|Generally safe avalanche conditions. Watch for unstable snow on isolated terrain features.
|Heightened avalanche conditions on specific terrain features. Evaluate snow and terrain carefully; identify features of concern.
|Dangerous avalanche conditions. Careful snowpack evaluation, cautious route-finding, and conservative decision-making essential.
|Very dangerous avalanche conditions. Travel in avalanche terrain not recommended.
|Extraordinarily dangerous avalanche conditions. Avoid all avalanche terrain.
|Likelihood of Avalanches
|Natural and human-triggered avalanches unlikely.
|Natural avalanches unlikely; human-triggered avalanches possible.
|Natural avalanches possible; human-triggered avalanches likely.
|Natural avalanches likely; human-triggered avalanches very likely.
|Natural and human-triggered avalanches certain.
|Avalanche Size and Distribution
|Small avalanches in isolated areas or extreme terrain.
|Small avalanches in specific areas; or large avalanches in isolated areas.
|Small avalanches in many areas; or large avalanches in specific areas; or very large avalanches in isolated areas.
|Large avalanches in many areas; or very large avalanches in specific areas.
|Very large avalanches in many areas.
A modest amount of new snow combined with older low density snow and steady winds out of the East/Southeast have formed wind slabs on leeward aspects. These slabs will be sensitive to human triggers and will be up to 10” in depth. Expect them to be easiest to trigger as they are forming. Keep in mind that while the predominant winds have been out of the East, wind changes direction as it interacts with terrain. Your best bet is to be on the lookout for shooting cracks in the snow, upside down snow, or surfaces that are smooth and pillowy. These are signs of recently formed wind slab. Avoiding these wind loaded areas, especially in terrain over 35 degrees will be the best way to manage this avalanche problem today.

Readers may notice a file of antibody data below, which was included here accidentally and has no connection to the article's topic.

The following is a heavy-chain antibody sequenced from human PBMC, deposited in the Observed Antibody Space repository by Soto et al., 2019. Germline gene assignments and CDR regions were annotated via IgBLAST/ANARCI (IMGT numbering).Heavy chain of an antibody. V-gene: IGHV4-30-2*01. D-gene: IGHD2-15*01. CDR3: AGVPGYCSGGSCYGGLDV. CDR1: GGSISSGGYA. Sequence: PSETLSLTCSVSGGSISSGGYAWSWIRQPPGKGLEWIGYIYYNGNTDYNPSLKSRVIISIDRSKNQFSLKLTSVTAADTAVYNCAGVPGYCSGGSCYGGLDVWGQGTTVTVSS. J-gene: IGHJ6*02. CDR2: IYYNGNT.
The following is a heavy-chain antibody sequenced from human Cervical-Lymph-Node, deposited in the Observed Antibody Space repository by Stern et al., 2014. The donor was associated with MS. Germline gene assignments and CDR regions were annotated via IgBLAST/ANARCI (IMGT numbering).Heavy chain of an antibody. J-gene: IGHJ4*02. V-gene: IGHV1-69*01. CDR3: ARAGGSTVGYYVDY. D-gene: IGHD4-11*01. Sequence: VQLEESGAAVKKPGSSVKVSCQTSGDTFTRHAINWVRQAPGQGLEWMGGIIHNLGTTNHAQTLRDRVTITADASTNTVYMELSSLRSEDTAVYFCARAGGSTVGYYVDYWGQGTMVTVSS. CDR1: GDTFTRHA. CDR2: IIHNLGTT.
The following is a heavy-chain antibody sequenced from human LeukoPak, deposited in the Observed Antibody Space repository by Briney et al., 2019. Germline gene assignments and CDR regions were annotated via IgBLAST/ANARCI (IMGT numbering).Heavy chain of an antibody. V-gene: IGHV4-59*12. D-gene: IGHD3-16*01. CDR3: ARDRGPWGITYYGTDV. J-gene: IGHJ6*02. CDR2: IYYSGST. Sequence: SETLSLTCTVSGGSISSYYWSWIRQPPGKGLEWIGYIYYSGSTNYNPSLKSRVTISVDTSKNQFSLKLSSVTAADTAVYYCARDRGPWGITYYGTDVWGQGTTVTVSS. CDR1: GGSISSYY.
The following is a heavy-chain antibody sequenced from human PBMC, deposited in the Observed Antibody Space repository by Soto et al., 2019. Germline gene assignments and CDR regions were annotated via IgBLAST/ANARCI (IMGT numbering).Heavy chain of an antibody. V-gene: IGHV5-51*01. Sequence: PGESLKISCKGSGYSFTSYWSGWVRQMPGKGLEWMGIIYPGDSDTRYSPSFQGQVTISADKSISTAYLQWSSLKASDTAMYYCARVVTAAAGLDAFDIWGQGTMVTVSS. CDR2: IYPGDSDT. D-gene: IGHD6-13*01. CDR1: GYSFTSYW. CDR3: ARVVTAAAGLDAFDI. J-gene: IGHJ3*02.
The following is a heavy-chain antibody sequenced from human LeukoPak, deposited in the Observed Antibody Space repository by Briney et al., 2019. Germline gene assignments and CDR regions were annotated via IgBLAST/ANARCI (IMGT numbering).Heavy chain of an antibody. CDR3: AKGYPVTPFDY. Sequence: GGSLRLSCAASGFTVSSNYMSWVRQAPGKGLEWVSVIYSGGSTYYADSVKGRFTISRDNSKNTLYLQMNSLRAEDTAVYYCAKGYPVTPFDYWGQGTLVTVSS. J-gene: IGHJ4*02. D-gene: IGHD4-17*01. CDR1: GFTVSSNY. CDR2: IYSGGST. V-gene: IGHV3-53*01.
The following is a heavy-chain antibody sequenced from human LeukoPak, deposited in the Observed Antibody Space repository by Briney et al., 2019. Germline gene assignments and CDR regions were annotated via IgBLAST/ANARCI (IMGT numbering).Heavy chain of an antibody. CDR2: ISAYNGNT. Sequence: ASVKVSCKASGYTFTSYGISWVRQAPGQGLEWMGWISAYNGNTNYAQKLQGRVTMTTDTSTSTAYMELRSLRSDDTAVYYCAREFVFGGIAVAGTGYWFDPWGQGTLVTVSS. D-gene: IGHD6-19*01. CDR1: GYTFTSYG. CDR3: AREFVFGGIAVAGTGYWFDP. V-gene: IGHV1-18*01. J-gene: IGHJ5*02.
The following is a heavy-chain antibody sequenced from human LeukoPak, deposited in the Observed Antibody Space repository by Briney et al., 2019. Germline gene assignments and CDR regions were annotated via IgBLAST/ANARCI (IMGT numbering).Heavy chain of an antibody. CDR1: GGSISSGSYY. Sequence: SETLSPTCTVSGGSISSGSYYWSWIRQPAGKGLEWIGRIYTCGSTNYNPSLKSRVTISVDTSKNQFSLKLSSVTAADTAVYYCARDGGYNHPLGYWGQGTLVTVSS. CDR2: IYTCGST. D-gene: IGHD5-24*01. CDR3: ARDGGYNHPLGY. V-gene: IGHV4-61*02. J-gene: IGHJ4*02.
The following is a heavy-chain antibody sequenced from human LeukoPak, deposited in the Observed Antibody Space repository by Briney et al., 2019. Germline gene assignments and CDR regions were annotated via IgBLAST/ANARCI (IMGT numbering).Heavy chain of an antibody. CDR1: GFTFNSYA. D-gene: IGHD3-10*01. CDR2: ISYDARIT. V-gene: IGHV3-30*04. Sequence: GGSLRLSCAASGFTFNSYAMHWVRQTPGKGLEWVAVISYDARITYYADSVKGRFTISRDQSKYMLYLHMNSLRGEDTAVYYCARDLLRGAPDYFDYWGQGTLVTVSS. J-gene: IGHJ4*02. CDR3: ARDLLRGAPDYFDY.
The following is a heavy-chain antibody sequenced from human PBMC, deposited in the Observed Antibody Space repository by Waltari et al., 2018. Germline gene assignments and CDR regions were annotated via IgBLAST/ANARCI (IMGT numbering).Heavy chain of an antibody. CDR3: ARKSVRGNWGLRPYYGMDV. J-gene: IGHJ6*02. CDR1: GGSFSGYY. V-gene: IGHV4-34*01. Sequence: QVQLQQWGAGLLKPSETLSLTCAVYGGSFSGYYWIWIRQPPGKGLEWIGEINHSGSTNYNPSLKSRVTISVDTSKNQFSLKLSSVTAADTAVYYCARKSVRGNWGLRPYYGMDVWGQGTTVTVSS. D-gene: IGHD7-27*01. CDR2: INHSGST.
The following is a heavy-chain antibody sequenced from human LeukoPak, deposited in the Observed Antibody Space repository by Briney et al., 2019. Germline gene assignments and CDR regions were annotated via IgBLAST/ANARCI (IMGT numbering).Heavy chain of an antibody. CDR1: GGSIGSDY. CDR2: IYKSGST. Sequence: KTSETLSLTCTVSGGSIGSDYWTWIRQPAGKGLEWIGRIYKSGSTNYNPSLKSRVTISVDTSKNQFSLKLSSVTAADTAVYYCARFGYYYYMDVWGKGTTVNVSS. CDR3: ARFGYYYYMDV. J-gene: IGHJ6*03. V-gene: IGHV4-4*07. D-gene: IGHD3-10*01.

A large Low pressure system centered in the Bering Sea that has made its way eastward along the Aleutians has brought with it precip and winds to the mountains around Eastern Turnagain Arm. Snowfall amounts have been greater to the West and less on Turnagain Pass. Weather station data from the Girdwood Valley is currently unavailable.
A warm front associated with this Low has brought slightly warmer air over the area this morning. Fortunately temps have remained cool enough to keep the precip in the form of snow. As this frontal boundary passes expect temperatures to cool and light snow to continue into the daytime hours.
Today we can expect another 3-5 inches of snow. Temperatures at 1,000′ will be in the low 30s F. Ridge top winds will be in the 10-20 mph range.
|Temp Avg (F)
|Snow Depth (in)
|Center Ridge (1880′)
|Summit Lake (1400′)
|Alyeska Mid (1700′)
|Temp Avg (F)
|Wind Avg (mph)
|Wind Gust (mph)
|Seattle Ridge (2400′)
|Avalanche: Base of Seattle Ridge
|Troy Tempel, Thomas Lees, .Josh Bollaert, Damian Naquin
|Observation: Lynx creek
|Observation: Tincan Trees
|Moderow / Clayton
|Observation: Turnagain (below the uptrack)
|Alaska Avalanche School Moto Level 2
|John Sykes Forecaster
|Observation: Tincan Backdoor, Center Ridge
|AAS Level 1 / R Sullivan
|Avalanche: Tincan Trees
|Schauer/ Moderow/ Stephenson Forecaster
|Schauer/ Moderow/ Clayton Forecaster